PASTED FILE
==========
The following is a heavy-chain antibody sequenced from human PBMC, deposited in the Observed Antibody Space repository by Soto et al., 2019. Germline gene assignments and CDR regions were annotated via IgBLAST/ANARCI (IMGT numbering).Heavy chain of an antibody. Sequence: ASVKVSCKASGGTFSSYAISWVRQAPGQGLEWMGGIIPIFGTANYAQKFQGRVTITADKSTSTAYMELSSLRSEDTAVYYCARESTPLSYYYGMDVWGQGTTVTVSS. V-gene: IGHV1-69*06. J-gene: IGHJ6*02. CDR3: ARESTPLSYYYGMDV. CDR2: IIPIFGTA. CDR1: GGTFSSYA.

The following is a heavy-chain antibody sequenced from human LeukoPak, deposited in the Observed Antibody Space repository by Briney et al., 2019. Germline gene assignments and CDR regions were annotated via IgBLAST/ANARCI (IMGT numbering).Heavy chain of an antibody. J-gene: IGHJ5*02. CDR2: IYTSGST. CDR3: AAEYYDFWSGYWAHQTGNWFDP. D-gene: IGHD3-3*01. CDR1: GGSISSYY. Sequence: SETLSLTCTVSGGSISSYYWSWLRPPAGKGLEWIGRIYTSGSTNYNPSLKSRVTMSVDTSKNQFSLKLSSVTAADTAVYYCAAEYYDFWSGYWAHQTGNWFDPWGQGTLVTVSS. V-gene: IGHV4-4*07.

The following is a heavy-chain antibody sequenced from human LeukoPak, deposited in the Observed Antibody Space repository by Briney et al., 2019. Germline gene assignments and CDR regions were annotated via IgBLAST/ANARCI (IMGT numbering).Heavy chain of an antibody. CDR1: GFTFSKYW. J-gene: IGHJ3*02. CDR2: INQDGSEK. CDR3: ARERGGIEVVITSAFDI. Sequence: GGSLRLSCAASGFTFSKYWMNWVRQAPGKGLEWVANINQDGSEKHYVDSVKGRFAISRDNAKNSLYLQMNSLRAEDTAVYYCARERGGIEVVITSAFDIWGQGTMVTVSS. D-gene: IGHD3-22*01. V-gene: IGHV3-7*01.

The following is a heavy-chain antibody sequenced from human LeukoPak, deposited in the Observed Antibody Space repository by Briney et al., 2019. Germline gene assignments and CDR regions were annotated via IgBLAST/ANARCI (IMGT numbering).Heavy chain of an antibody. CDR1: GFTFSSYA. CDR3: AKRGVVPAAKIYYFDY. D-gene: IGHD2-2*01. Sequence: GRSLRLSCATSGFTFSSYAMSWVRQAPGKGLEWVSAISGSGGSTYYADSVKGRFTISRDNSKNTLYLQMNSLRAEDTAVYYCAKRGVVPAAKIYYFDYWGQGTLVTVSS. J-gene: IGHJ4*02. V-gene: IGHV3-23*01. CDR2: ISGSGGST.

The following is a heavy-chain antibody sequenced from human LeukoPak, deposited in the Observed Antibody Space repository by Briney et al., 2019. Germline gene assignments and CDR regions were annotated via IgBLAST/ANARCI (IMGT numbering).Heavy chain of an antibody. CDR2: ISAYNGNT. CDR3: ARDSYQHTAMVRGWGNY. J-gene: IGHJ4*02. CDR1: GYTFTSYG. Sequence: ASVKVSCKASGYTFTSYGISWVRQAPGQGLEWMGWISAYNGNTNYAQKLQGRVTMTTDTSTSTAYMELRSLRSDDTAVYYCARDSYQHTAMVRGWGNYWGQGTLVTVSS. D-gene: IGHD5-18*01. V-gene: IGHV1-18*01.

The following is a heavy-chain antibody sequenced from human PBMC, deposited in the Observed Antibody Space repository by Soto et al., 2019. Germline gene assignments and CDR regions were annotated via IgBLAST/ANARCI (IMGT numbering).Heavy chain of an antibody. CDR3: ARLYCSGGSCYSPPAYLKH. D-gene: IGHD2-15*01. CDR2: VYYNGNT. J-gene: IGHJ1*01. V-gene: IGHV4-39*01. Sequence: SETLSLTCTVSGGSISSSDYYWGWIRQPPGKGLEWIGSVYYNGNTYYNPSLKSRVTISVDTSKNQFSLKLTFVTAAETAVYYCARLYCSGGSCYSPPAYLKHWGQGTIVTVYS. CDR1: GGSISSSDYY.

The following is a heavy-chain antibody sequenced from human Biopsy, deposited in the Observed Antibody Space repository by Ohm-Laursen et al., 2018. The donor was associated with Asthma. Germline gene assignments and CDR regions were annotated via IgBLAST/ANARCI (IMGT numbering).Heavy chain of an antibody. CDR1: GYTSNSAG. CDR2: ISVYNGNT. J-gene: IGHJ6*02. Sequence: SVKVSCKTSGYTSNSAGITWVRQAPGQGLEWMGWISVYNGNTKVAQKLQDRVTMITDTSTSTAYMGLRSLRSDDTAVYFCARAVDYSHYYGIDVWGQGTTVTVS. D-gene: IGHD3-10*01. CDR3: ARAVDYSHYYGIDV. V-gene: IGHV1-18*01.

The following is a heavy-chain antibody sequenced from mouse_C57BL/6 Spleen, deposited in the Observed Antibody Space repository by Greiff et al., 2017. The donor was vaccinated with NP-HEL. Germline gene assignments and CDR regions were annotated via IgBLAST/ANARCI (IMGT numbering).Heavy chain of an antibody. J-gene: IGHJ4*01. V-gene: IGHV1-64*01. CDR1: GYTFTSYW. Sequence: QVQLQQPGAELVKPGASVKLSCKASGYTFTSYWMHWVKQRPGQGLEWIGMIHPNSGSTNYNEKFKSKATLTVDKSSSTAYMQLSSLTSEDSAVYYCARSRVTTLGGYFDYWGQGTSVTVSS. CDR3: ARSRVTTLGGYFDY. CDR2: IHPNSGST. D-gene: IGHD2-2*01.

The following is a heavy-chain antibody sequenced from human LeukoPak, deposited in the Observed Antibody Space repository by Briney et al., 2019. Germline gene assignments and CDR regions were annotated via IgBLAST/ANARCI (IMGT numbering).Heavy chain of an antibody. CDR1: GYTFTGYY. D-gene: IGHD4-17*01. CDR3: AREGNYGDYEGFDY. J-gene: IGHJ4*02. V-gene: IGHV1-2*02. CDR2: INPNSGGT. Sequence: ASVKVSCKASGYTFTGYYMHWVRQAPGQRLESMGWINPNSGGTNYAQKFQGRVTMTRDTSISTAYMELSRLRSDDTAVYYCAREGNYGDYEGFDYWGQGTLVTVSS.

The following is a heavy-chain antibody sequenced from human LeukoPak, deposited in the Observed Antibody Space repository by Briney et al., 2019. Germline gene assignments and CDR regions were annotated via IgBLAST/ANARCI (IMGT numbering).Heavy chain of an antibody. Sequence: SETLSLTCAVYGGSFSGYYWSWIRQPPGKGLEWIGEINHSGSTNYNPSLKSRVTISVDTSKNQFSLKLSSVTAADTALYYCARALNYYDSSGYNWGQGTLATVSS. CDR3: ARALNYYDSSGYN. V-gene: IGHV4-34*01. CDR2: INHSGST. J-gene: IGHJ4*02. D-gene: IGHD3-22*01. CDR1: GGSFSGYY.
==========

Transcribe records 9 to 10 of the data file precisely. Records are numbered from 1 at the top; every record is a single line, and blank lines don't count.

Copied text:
The following is a heavy-chain antibody sequenced from human LeukoPak, deposited in the Observed Antibody Space repository by Briney et al., 2019. Germline gene assignments and CDR regions were annotated via IgBLAST/ANARCI (IMGT numbering).Heavy chain of an antibody. CDR1: GYTFTGYY. D-gene: IGHD4-17*01. CDR3: AREGNYGDYEGFDY. J-gene: IGHJ4*02. V-gene: IGHV1-2*02. CDR2: INPNSGGT. Sequence: ASVKVSCKASGYTFTGYYMHWVRQAPGQRLESMGWINPNSGGTNYAQKFQGRVTMTRDTSISTAYMELSRLRSDDTAVYYCAREGNYGDYEGFDYWGQGTLVTVSS.

The following is a heavy-chain antibody sequenced from human LeukoPak, deposited in the Observed Antibody Space repository by Briney et al., 2019. Germline gene assignments and CDR regions were annotated via IgBLAST/ANARCI (IMGT numbering).Heavy chain of an antibody. Sequence: SETLSLTCAVYGGSFSGYYWSWIRQPPGKGLEWIGEINHSGSTNYNPSLKSRVTISVDTSKNQFSLKLSSVTAADTALYYCARALNYYDSSGYNWGQGTLATVSS. CDR3: ARALNYYDSSGYN. V-gene: IGHV4-34*01. CDR2: INHSGST. J-gene: IGHJ4*02. D-gene: IGHD3-22*01. CDR1: GGSFSGYY.